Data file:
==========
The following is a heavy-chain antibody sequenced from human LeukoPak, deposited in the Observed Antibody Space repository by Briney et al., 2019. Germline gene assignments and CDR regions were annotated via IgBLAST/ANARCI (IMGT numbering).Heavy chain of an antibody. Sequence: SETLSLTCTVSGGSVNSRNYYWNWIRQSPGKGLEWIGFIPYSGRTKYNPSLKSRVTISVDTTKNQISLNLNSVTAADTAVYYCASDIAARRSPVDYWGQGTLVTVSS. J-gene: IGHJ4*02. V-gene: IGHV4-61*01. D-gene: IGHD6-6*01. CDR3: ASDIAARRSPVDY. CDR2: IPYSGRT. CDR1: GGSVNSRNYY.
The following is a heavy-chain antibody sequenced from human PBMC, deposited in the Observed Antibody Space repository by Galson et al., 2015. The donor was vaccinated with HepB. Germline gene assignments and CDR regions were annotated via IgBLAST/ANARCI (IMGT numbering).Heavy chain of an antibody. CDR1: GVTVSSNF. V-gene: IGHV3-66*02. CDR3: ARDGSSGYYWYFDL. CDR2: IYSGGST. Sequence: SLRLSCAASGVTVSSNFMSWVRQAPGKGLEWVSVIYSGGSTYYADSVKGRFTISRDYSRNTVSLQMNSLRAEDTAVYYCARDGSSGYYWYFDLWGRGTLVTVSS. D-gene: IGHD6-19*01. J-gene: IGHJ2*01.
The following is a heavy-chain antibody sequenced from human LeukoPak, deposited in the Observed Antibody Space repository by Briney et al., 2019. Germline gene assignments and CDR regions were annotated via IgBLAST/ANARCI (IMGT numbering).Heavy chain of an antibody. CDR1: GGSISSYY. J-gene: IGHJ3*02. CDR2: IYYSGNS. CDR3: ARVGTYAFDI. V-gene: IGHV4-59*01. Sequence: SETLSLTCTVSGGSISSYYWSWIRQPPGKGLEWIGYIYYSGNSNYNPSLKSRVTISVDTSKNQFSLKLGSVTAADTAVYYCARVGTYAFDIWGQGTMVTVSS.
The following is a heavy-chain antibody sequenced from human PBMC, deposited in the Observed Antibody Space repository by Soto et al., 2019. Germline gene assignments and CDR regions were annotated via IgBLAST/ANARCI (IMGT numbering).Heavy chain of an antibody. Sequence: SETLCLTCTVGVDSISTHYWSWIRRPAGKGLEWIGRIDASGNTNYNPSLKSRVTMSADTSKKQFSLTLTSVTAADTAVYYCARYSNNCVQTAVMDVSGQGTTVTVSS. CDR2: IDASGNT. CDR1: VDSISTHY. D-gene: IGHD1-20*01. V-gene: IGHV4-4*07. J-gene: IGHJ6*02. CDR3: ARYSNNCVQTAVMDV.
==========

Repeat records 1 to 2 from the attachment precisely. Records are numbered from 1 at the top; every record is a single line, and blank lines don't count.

The following is a heavy-chain antibody sequenced from human LeukoPak, deposited in the Observed Antibody Space repository by Briney et al., 2019. Germline gene assignments and CDR regions were annotated via IgBLAST/ANARCI (IMGT numbering).Heavy chain of an antibody. Sequence: SETLSLTCTVSGGSVNSRNYYWNWIRQSPGKGLEWIGFIPYSGRTKYNPSLKSRVTISVDTTKNQISLNLNSVTAADTAVYYCASDIAARRSPVDYWGQGTLVTVSS. J-gene: IGHJ4*02. V-gene: IGHV4-61*01. D-gene: IGHD6-6*01. CDR3: ASDIAARRSPVDY. CDR2: IPYSGRT. CDR1: GGSVNSRNYY.
The following is a heavy-chain antibody sequenced from human PBMC, deposited in the Observed Antibody Space repository by Galson et al., 2015. The donor was vaccinated with HepB. Germline gene assignments and CDR regions were annotated via IgBLAST/ANARCI (IMGT numbering).Heavy chain of an antibody. CDR1: GVTVSSNF. V-gene: IGHV3-66*02. CDR3: ARDGSSGYYWYFDL. CDR2: IYSGGST. Sequence: SLRLSCAASGVTVSSNFMSWVRQAPGKGLEWVSVIYSGGSTYYADSVKGRFTISRDYSRNTVSLQMNSLRAEDTAVYYCARDGSSGYYWYFDLWGRGTLVTVSS. D-gene: IGHD6-19*01. J-gene: IGHJ2*01.